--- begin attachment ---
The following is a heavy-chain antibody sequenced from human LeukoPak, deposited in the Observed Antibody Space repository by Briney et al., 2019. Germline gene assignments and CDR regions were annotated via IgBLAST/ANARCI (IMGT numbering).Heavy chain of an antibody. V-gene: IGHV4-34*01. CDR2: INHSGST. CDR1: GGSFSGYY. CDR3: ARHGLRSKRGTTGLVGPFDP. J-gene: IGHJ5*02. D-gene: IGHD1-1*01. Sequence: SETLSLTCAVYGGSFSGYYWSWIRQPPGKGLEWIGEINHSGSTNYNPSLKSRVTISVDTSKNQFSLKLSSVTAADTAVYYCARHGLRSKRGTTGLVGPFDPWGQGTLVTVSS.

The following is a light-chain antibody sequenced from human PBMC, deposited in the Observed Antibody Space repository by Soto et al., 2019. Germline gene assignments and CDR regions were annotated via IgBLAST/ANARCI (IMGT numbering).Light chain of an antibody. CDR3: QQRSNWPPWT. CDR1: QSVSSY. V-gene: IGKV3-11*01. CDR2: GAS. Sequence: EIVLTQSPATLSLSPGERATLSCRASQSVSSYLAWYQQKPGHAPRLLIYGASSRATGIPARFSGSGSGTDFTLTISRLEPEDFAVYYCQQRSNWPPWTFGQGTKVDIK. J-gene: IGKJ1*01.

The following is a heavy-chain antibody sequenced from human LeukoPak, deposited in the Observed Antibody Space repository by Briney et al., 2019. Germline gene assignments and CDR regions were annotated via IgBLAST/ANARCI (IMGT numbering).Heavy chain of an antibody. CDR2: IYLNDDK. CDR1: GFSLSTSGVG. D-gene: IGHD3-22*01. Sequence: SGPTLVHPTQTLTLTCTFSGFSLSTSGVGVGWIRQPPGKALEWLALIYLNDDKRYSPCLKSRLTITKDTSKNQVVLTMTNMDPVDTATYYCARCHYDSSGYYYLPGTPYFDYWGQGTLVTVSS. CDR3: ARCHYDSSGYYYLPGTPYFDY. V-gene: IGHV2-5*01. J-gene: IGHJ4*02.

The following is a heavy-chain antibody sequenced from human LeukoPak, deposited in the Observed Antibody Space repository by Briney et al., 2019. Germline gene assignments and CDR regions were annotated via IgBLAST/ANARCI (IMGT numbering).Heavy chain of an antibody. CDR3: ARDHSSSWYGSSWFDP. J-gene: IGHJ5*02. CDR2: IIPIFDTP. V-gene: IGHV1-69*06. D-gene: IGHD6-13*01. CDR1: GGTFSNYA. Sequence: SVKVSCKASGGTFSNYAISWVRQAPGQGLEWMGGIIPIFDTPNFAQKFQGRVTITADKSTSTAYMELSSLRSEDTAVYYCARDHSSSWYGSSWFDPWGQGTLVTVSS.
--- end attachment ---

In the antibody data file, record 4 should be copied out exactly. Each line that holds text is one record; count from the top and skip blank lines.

The following is a heavy-chain antibody sequenced from human LeukoPak, deposited in the Observed Antibody Space repository by Briney et al., 2019. Germline gene assignments and CDR regions were annotated via IgBLAST/ANARCI (IMGT numbering).Heavy chain of an antibody. CDR3: ARDHSSSWYGSSWFDP. J-gene: IGHJ5*02. CDR2: IIPIFDTP. V-gene: IGHV1-69*06. D-gene: IGHD6-13*01. CDR1: GGTFSNYA. Sequence: SVKVSCKASGGTFSNYAISWVRQAPGQGLEWMGGIIPIFDTPNFAQKFQGRVTITADKSTSTAYMELSSLRSEDTAVYYCARDHSSSWYGSSWFDPWGQGTLVTVSS.